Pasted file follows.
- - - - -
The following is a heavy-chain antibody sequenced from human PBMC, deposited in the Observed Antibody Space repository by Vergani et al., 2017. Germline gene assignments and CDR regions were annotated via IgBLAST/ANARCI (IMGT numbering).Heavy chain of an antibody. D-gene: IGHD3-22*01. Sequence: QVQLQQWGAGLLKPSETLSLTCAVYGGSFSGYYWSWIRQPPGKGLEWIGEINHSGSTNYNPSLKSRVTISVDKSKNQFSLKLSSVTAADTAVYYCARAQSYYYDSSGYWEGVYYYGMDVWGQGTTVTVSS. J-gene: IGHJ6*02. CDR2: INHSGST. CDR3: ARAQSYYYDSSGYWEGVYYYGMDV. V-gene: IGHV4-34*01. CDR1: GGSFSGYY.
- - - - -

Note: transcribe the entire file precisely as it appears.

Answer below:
The following is a heavy-chain antibody sequenced from human PBMC, deposited in the Observed Antibody Space repository by Vergani et al., 2017. Germline gene assignments and CDR regions were annotated via IgBLAST/ANARCI (IMGT numbering).Heavy chain of an antibody. D-gene: IGHD3-22*01. Sequence: QVQLQQWGAGLLKPSETLSLTCAVYGGSFSGYYWSWIRQPPGKGLEWIGEINHSGSTNYNPSLKSRVTISVDKSKNQFSLKLSSVTAADTAVYYCARAQSYYYDSSGYWEGVYYYGMDVWGQGTTVTVSS. J-gene: IGHJ6*02. CDR2: INHSGST. CDR3: ARAQSYYYDSSGYWEGVYYYGMDV. V-gene: IGHV4-34*01. CDR1: GGSFSGYY.